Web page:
8 November 2010
Infrasors Holdings Limited weathers the recession

Continued investment in new plant and equipment last year to upgrade its operations has paid off for mining company Infrasors Holdings Limited which released its interim results to end August 2010 to the Stock Exchange News Service today.

The results show steady volume output improvements from its Centurion and Marble Hall mines – especially Marble Hall where output rose 64% to around 182 124 tons. Production at Lyttelton Centurion was up 16% to 555 888 tons.

Last year Infrasors spent around R21m on refurbishing and upgrading its crushing, washing and sizing facilities at its Centurion and Marble Hall mining operations. At the same time it spent around R11m on improvements to its plant at Delf Silica - including the commissioning of a new silica operation at Tongaat in KwaZulu-Natal.

However, the industry is still beset by sluggish demand from the industrial and construction sectors where the bulk of its products are sold. Also, demand for foundry silica sand from the metallurgical industry is flat with no volume growth over the previous year.

As a consequence, revenues for the first half, at R125m, were only 7% higher than the comparable period last year. After tax profit, at R7.6m was in line with that of last year as were Earnings Per Share at 4.2 cents a share.

Infrasors CEO, Trevor Robinson, says he’s pleased that the company has been able to increase its turnover over the previous year – especially after closing down its Infrabric brick making operation last year because of weak demand for bricks from the construction sector.

“The turnover we have lost through closing down Infrabric has been more than compensated for by better volume throughput from our Lyttelton Centurion and Marble Hall mines,” he notes.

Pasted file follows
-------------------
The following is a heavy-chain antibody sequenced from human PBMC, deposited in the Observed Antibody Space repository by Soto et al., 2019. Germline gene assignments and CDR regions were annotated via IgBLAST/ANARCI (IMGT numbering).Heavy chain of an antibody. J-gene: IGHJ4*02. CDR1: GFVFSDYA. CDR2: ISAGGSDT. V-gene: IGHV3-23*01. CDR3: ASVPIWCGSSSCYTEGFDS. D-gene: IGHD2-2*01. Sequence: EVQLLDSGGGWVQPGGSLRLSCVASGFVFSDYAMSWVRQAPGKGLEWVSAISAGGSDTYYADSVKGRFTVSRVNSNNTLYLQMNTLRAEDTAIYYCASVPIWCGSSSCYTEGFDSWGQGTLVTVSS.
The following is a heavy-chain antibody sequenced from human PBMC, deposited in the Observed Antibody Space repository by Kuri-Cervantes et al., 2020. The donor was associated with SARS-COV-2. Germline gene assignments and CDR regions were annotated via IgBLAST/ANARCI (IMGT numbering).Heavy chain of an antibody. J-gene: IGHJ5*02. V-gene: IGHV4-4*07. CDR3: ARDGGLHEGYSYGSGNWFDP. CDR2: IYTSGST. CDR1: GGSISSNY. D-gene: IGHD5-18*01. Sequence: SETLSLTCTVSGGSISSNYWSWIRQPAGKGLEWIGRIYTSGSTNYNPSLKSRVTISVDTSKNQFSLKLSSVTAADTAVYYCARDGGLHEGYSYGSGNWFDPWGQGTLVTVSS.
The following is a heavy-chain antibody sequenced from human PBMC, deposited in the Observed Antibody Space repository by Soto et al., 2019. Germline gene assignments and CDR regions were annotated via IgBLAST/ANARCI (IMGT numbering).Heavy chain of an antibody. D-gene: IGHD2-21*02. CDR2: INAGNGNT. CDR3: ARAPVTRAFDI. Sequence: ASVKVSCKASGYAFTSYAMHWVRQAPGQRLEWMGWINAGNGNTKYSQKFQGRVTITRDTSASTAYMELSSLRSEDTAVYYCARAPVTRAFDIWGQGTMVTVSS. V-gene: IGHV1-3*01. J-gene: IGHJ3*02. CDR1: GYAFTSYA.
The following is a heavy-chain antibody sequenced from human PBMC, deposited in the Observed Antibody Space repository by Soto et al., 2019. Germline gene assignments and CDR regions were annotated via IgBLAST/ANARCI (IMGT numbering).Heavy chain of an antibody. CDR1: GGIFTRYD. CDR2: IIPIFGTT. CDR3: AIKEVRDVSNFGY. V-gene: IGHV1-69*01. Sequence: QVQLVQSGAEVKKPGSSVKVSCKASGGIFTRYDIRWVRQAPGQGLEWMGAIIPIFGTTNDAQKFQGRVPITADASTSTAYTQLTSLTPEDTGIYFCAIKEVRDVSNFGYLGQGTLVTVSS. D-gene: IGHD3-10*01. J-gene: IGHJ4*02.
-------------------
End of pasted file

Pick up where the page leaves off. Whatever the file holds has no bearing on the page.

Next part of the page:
“The improvements we have made at our Lyttelton Centurion and Marble Hall mines have allowed for greater volume throughput from those facilities as well as a more diverse range of aggregate products for our customers. This can only be positive for sales.”

Looking ahead, Robinson says the construction market is being constrained by the slow implementation of government’s infrastructural projects and the cautious approach being adopted by developers in the private sector.

He expects the construction sector to remain under pressure for at least the next six months but he anticipates a slow improvement in demand for base metals from the manufacturing and foundry industry..

Another positive development for the company, he believes, is the commissioning in August of the new processing and distribution facility at the Delf Silica operation in Tongaat KwaZulu-Natal. This, he says, should allow the facility to service its customers in its core markets with much improved turnaround times.



Graham Fiford Tel: 011 442 - 9019



Trevor Robinson Tel: 011 234 - 0109